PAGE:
• Unsustainable contracts – Management services agreement structures veered toward larger upfront payments to doctors in return for greater revenue participation of up to 20%. Sometimes the upfront payments were made in stock rather than cash.
  • Poor allocation of capital at practices – Many doctors made deals with PPMs to pay themselves rather than acquire growth capital to invest in their clinics. By the late 1990s, 10% of the doctors in the country worked under a practice management agreement with a PPM company. Many of these PPMs had grown into bloated organizations managing a jumbled assortment of clinics with different specialties. Whereas the industry had once focused on adding value to partner clinics, it was quickly devolving into a race to aggregate clinics at any cost, with little regard for how they were strategically aligned.

Meanwhile . . . in South Carolina

In 1996, PhyCor entered the South Carolina market by acquiring Carolina Primary Care, a practice with 29 primary care physicians. It was a shot across the bow of UCI Medical Affiliates, which operated 30 “Doctors Care” branded clinics. Over the previous 15 years, UCI had painstakingly carved itself a niche operating small clinics with extended hours that catered to walk-in customers with non-life-threatening health emergencies. Just as UCI’s operations were finally stabilizing (after years of paying off obligations from a 1989 bankruptcy), the company’s cross-town rival, flush with PhyCor’s capital, expanded to 52 doctors and 325 total employees in just over a year. This was yet another tough break for a promising, but perpetually challenged, company. UCI Medical Affiliates was founded by Herb Zlotnick and Ted Schwartz, two entrepreneurs who, in a sense, anticipated both the PPM movement and the popularity of convenient “doc in a box” emergency care clinics. The company went public in 1984 as a multi-state urgent care company, headquartered in New Jersey, with 5 clinics in South Carolina, 4 in Ohio and 3 in Texas.

The Ohio network was a late addition, run by a colorful man named Phillip Naples, who wrote for M*A*S*H and even won an Emmy for a Good Times script. Within a year of the IPO, UCI began to falter as the Ohio clinics bled money at an alarming rate. Zlotnick suspected that Naples, who continued to run the Ohio clinics while he served on UCI’s board, had overstated his clinics’ accounts receivable. When UCI terminated its agreement with Naples and his partners, the two parties became mired in litigation as each side tried to gain control of the Ohio clinics. When Naples hanged himself in 1985, a host of stockholder suits followed and UCI’s stock price fell 80%. The assets of UCI’s Ohio subsidiary were seized by lenders in mid-1986 and the company finally reached a settlement with Phillip Naples’ estate and his partners in September. That same month, the Texas clinics were accused by state regulators of dispensing prescription drugs without pharmacy licenses. UCI’s Texas subsidiary would ultimately file for bankruptcy after being sued by its landlords and vendors for delinquent payments.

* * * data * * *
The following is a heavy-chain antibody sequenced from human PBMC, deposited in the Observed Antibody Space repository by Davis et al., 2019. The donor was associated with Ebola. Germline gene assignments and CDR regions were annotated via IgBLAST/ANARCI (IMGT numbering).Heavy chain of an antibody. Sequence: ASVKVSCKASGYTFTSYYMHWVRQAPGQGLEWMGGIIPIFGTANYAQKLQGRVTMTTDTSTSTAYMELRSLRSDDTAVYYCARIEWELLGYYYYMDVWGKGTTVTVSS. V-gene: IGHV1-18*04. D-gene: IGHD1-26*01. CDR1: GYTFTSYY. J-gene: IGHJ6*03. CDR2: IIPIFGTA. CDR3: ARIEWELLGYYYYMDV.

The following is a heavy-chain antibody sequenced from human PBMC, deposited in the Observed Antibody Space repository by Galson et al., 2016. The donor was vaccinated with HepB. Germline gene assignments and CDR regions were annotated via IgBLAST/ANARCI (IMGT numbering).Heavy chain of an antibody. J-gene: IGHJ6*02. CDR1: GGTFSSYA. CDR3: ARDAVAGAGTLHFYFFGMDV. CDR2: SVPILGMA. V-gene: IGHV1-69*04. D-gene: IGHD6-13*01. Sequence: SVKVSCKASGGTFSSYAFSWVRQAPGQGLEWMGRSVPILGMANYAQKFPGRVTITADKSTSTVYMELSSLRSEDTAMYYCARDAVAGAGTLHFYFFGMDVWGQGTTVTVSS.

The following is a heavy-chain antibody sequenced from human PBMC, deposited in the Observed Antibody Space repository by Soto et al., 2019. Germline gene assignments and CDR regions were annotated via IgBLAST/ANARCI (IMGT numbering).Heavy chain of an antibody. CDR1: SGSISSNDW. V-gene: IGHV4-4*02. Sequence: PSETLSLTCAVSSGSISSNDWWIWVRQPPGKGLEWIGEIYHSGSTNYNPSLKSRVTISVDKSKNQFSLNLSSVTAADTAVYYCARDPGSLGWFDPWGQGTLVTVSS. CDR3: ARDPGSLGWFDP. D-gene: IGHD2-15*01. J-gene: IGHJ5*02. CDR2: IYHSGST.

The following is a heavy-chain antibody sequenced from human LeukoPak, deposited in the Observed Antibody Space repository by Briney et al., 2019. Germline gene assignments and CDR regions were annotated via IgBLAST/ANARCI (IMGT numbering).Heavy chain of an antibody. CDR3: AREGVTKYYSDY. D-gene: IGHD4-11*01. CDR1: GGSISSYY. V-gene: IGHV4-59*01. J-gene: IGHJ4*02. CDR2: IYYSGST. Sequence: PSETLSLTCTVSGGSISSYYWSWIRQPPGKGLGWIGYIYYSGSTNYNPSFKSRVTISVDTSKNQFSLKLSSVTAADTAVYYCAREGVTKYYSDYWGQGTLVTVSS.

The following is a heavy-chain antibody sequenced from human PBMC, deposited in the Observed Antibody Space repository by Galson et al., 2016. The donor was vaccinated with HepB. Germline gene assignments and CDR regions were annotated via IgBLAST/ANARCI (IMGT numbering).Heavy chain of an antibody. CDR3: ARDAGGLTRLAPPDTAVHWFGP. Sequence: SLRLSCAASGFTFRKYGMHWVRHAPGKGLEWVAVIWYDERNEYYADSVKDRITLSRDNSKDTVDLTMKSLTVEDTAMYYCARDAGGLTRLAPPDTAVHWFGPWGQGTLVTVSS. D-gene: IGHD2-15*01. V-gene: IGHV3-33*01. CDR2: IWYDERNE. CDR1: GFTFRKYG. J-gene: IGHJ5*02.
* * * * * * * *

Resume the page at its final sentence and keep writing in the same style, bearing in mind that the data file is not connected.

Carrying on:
Despite the troubles at UCI Medical Affiliates, the clinics in South Carolina were performing well and generating positive cash flow that subsidized the rest of the company. The South Carolina subsidiary was run by Dr. Marion McFarland, a former ER doctor who by 1987 was the last man standing at UCI. As the company crumbled around him, Dr. McFarland shut down the corporate headquarters in New Jersey and exited all the remaining operations in Texas and Ohio. He put the company into bankruptcy to reorganize its debts in 1989. When UCI emerged from bankruptcy the following year, the company’s operations were focused on Dr. McFarland’s Doctors Care clinics in South Carolina. UCI’s headquarters was moved to the original Doctors Care clinic in Columbia, where Dr. McFarland served as CEO, Chairman of a one-person board, and, of course, head physician.

UCI Medical Affiliates expanded gradually over the seven years following its emergence from bankruptcy. By 1997, the company operated 34 clinics and had grown to 480 employees. Unfortunately this period of stability and measured growth did not last. Despite UCI’s early lessons about the challenges of acquiring clinics in different regions, the company responded to the PPM bubble’s expansion into South Carolina in a regrettable way: To protect the competitive position UCI had built for 15 years, the company decided that it too needed to raise capital and rapidly expand.

In 1998, UCI signed a $5.3 million deal to purchase a group of family practice clinics in Georgia and Tennessee from a private equity fund. UCI committed to spend an additional $3 million to convert the clinics into urgent care facilities. The PPM bubble burst shortly after the deal closed, and UCI was unable to raise money to pay for the conversions. The Georgia centers were burning cash and would push UCI back into bankruptcy in a few short years.